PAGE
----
Nutzerkonto

Antoine d’Agata

Born in Marseilles, Antoine d’Agata left France in 1983 and travelled overseas for the next ten years. Finding himself in New York in 1990, he pursued an interest in photography by taking courses at the International Center of Photography, where his teachers included Larry Clark and Nan Goldin. His first books of photographs, De Mala Muerte, and Mala Noche, were published in 1998, and the following year Galerie Vu began distributing his work. In 2001, he published Hometown and won the Niépce Prize for young photographers. He continued to publish regularly: Vortex and Insomnia appeared in 2003, accompanying his exhibition 1001 Nuits in Paris, followed by Stigma (2004), Manifeste (2005), Psychogéographie (2005), Ice (2011), Position(s) (2012), Antibodies (2014), Fukushima (2015), Index (2015), Lilith (2017), and Self-Portraits: 1987–2017 (2017) In 2004 d’Agata joined Magnum Photos and in the same year, shot his first short film, Le Ventre du Monde (The World’s Belly); this experiment led to his long feature film Aka Ana, shot in 2006 in Tokyo. In 2012 his film Atlas was released. His recent film is White Noise (240 min., 2019). His work has been shown in exhibitions all over the world: Antoine d’Agata: Anticorps, Fotomuseum Den Haag, 2012, Le Bal, Paris, 2013; Spazio Forma, Milan, 2013; Atsukobarouh, Tokyo, 2015. His recent solo exhibition Self Portraits and Night Journeys, was shown at Magnum Print Room, London, 2018. Since 2005 Antoine d’Agata has had no settled place of residence but has worked around the world. Until today he published 54 books.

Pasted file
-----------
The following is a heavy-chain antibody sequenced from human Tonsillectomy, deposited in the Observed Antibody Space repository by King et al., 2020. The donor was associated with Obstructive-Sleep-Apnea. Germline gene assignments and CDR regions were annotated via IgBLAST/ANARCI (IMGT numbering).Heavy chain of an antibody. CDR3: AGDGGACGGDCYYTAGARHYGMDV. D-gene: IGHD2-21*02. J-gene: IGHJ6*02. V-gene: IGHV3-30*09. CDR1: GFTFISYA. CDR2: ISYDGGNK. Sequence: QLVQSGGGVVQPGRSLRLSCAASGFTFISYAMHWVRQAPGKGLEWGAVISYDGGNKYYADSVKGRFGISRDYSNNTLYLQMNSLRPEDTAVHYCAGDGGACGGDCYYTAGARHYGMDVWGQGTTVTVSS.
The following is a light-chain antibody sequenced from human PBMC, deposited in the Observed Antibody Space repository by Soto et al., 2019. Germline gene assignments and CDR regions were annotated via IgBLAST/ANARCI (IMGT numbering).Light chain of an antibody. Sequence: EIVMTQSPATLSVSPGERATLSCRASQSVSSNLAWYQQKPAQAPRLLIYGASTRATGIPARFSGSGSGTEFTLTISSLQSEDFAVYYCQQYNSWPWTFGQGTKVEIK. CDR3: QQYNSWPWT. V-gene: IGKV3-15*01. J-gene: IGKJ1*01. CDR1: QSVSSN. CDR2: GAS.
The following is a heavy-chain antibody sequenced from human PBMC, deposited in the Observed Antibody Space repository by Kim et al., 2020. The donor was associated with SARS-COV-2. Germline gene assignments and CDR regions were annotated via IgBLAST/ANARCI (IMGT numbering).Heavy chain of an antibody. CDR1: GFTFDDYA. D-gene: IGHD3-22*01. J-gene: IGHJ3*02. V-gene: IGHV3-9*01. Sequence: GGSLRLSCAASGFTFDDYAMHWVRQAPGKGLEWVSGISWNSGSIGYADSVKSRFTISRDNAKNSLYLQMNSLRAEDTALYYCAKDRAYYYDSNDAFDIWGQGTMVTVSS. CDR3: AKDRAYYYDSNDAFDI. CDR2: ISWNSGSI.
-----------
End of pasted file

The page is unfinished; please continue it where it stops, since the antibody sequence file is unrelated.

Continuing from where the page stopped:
»Falls es einen Künstler gibt, der die Leere sichtbar machen kann, dann ist es Antoine d’Agata: Sichtbar machen, was nicht sichtbar ist, zeigen, was nicht darstellbar ist. Antoine d’Agatas Bildsprache eignet etwas Gespenstisches: Er zeigt eine Gesellschaft, die dabei ist, sich selbst auszulöschen, die zwar über alle Informationen verfügt, um zu gegenwärtigen, was gerade geschieht, aber nichts unternimmt, um es aufzuhalten. Wir haben diesen Selbstmord dokumentiert, während einer Woche gemeinsamer Autofahrten und Nächten in heruntergekommenen Hotels, und dabei einen unbewohnbaren Ort zwischen zwei Welten kennengelernt: eine geisterhafte Wirklichkeit, und eine Welt, die von jeglicher Repräsentation ausgeschlossen ist, die nur noch in einem geisterhaften Zustand existiert«. Mehdi Belhaj Kacem

Bibliografie
  • Gemeinschaft
  • Fotografie
  • Soziale Bewegungen
  • Gegenwartskunst
  • Frankreich
  • Revolution